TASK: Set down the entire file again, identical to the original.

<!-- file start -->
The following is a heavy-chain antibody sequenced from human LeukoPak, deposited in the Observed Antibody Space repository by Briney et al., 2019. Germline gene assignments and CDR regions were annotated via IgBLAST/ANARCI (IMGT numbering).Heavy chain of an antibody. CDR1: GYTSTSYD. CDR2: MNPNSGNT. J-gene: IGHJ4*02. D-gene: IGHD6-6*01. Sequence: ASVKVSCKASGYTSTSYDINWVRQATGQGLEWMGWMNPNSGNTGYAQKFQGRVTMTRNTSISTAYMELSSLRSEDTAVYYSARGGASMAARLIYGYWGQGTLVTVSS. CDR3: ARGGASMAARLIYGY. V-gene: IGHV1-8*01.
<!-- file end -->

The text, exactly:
The following is a heavy-chain antibody sequenced from human LeukoPak, deposited in the Observed Antibody Space repository by Briney et al., 2019. Germline gene assignments and CDR regions were annotated via IgBLAST/ANARCI (IMGT numbering).Heavy chain of an antibody. CDR1: GYTSTSYD. CDR2: MNPNSGNT. J-gene: IGHJ4*02. D-gene: IGHD6-6*01. Sequence: ASVKVSCKASGYTSTSYDINWVRQATGQGLEWMGWMNPNSGNTGYAQKFQGRVTMTRNTSISTAYMELSSLRSEDTAVYYSARGGASMAARLIYGYWGQGTLVTVSS. CDR3: ARGGASMAARLIYGY. V-gene: IGHV1-8*01.